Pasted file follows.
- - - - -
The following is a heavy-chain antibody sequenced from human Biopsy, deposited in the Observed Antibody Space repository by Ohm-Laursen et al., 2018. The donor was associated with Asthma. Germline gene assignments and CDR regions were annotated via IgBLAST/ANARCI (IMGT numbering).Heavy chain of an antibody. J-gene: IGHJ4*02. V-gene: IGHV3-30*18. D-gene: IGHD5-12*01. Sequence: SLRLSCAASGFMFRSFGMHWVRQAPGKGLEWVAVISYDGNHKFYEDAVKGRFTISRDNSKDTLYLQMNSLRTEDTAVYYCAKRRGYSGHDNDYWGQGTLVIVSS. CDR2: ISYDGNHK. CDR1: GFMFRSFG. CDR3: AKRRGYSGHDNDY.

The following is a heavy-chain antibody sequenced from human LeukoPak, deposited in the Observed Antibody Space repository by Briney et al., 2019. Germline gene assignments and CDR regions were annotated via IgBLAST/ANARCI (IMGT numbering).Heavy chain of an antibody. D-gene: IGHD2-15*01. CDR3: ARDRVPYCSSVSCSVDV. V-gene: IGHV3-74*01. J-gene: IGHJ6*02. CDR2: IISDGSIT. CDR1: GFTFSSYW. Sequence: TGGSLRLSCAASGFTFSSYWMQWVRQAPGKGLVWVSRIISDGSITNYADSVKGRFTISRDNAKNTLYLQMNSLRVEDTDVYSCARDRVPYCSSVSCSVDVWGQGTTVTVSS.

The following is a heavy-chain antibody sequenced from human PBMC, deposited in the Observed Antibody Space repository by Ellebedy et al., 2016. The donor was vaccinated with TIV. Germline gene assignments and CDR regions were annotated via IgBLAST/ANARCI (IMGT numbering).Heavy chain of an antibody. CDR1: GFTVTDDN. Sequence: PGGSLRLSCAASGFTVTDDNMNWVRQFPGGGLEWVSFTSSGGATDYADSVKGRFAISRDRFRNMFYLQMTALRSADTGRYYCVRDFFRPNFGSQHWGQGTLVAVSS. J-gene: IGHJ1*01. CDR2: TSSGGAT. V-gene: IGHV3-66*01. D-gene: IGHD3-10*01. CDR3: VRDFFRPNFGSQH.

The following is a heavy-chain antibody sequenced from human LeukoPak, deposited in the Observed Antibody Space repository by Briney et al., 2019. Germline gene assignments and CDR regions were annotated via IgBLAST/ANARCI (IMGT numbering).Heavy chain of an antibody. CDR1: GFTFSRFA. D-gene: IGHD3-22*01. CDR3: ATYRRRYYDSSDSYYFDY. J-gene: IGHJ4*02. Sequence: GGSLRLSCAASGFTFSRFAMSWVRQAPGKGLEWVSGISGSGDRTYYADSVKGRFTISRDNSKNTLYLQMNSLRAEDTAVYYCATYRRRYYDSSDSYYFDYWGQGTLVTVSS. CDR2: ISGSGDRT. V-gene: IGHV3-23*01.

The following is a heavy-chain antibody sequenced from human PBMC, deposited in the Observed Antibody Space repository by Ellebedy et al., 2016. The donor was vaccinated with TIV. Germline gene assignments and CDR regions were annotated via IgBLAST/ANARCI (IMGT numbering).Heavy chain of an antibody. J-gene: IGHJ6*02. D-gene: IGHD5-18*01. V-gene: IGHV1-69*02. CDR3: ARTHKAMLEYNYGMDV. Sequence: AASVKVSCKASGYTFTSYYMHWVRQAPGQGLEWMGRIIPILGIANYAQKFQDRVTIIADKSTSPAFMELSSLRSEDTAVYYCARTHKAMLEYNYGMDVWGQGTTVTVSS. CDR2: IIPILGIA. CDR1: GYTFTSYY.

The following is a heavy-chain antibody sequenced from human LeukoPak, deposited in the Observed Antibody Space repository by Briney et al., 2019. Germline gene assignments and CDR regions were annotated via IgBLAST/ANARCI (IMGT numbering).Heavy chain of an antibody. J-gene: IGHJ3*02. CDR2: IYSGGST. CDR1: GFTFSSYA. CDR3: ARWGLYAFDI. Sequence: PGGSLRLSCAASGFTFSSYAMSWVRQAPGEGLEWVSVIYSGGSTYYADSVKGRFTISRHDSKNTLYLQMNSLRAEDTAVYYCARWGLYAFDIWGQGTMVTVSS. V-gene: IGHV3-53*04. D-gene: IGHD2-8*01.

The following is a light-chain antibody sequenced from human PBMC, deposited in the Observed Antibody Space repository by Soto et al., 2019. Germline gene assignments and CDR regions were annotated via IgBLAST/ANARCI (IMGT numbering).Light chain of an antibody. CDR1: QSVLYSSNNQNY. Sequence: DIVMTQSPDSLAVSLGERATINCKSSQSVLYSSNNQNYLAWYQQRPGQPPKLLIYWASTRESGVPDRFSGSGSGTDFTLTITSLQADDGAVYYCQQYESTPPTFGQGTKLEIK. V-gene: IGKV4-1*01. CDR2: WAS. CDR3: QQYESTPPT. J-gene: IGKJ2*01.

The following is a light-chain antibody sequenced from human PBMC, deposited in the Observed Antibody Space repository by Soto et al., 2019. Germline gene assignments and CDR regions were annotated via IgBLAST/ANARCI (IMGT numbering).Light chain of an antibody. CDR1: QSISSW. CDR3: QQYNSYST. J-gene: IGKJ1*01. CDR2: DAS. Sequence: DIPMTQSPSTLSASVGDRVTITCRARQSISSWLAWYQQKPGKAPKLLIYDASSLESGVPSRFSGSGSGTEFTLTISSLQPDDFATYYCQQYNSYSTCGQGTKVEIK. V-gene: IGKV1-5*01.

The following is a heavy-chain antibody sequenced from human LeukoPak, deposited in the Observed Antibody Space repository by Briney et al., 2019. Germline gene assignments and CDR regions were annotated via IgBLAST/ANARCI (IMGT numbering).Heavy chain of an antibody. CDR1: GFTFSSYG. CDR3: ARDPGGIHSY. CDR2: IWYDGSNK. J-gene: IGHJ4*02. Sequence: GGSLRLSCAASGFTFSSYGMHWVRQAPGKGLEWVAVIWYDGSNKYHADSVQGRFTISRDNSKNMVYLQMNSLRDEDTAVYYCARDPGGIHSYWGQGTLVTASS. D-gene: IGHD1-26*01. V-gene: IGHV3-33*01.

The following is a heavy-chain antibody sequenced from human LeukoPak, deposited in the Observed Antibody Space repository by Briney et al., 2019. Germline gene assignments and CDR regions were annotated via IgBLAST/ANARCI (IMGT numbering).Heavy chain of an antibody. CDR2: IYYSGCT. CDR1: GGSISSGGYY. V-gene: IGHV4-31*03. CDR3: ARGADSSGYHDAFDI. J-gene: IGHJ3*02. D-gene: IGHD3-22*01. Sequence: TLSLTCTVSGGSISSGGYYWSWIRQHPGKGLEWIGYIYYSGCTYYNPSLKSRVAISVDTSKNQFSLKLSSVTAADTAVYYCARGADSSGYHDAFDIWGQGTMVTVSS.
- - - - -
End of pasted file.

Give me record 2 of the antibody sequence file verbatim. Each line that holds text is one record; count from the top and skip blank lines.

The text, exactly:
The following is a heavy-chain antibody sequenced from human LeukoPak, deposited in the Observed Antibody Space repository by Briney et al., 2019. Germline gene assignments and CDR regions were annotated via IgBLAST/ANARCI (IMGT numbering).Heavy chain of an antibody. D-gene: IGHD2-15*01. CDR3: ARDRVPYCSSVSCSVDV. V-gene: IGHV3-74*01. J-gene: IGHJ6*02. CDR2: IISDGSIT. CDR1: GFTFSSYW. Sequence: TGGSLRLSCAASGFTFSSYWMQWVRQAPGKGLVWVSRIISDGSITNYADSVKGRFTISRDNAKNTLYLQMNSLRVEDTDVYSCARDRVPYCSSVSCSVDVWGQGTTVTVSS.